Am Samstag 25 April 2009 04:31:29 schrieb Walck, Scott:
> I've been comparing Graham Hutton's simple parser with Parsec. Here is
> some example code.
> -- Comparison of Hutton's simple parser with Parsec
> -- Hutton's simple parser is available at
> -- http://www.cs.nott.ac.uk/~gmh/Parsing.lhs >
> -- Hutton simple parser called H
> -- Parsec called P
> import qualified Parsing as H
> import qualified Text.ParserCombinators.Parsec as P
> exH = H.parse (H.string "hi") "hiho"
> exP = P.parse (P.string "hi") "" "hiho"
> charH = H.parse (H.char 'a' H.+++ H.char 'b') "bbb"
> charP = P.parse (P.char 'a' P.<|> P.char 'b') "" "bbb"
> choiceH = H.parse (H.string "hoo" H.+++ H.string "ho") "hono"
> choiceP1 = P.parse (P.string "bb" P.<|> P.string "ba") "" "bbb"
> choiceP2 = P.parse (P.string "ba" P.<|> P.string "bb") "" "bbb"
> choiceP22 = P.parse (P.try (P.string "ba") P.<|> P.string "bb") "" "bbc"
> I am interested if anyone could comment on the design of the Parsec 'try'
> function. For example, choiceP2 fails and returns Left error, while
> choiceP22 succeeds.
> Hutton's simple parser doesn't need try. It seems so simple and elegant.
> I'm wondering why Parsec requires me to use 'try' for a string parse that
> might fail.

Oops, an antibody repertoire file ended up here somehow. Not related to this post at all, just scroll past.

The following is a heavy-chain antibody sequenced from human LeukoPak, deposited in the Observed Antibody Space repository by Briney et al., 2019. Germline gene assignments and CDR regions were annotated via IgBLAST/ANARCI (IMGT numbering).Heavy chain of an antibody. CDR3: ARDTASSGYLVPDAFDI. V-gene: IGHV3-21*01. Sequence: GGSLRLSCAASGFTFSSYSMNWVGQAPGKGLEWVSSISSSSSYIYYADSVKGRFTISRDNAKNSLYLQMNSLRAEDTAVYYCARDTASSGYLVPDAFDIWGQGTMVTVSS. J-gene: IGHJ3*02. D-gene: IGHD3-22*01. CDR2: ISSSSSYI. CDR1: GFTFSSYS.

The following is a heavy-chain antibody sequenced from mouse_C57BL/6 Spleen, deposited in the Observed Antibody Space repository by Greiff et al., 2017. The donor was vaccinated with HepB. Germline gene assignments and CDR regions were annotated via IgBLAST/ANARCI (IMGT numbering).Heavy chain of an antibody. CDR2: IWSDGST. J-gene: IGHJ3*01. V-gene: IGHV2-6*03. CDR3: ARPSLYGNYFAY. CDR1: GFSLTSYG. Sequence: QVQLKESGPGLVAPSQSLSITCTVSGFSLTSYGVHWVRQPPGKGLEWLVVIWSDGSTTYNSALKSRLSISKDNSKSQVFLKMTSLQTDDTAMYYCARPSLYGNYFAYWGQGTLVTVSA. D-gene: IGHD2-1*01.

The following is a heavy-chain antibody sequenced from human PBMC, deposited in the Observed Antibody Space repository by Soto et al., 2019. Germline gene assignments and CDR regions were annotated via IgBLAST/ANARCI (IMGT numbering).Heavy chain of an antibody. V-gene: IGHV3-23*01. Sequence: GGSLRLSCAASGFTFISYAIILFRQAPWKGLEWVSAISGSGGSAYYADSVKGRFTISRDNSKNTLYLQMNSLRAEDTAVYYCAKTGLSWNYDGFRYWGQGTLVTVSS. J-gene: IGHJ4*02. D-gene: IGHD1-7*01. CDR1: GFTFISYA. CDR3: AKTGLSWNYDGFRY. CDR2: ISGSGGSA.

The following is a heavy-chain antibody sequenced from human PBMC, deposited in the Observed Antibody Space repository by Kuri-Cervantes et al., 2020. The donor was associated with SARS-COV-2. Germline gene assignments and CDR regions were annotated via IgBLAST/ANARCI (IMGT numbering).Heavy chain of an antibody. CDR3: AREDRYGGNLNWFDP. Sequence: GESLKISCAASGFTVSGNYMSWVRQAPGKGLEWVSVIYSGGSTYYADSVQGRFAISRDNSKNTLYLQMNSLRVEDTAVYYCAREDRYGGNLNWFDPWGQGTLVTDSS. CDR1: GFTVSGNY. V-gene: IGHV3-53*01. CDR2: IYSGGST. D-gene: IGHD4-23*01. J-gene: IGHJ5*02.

In short: efficiency
The simple parser is a fully backtracking parser, therefore it has to keep the whole input
available in case a parse fails and an alternative has to be tried.
Parsec's alternative (<|>) tries the second parser only if the first parser failed
*without consuming any input*, so the input consumed so far can be immediately discarded,
which is more efficient. To get backtracking behaviour you must wrap the first parser in a
'try', which makes it either succeed or fail without consuming any input.
Using try means keeping more of the input available, which has a performance cost, so use
try sparingly, try to write your parsers so that they either succeed or fail (almost)
immediately (P.try (P.string "ba") requires only a short part of the input kept available,
so it doesn't hurt performance measurably, but imagine you have a parser that can fail
after having consumed 500MB of input. Keeping that around to try the second alternative on
as the simple parser must do will hurt.)
> Scott N. Walck
> Associate Professor of Physics
> Lebanon Valley College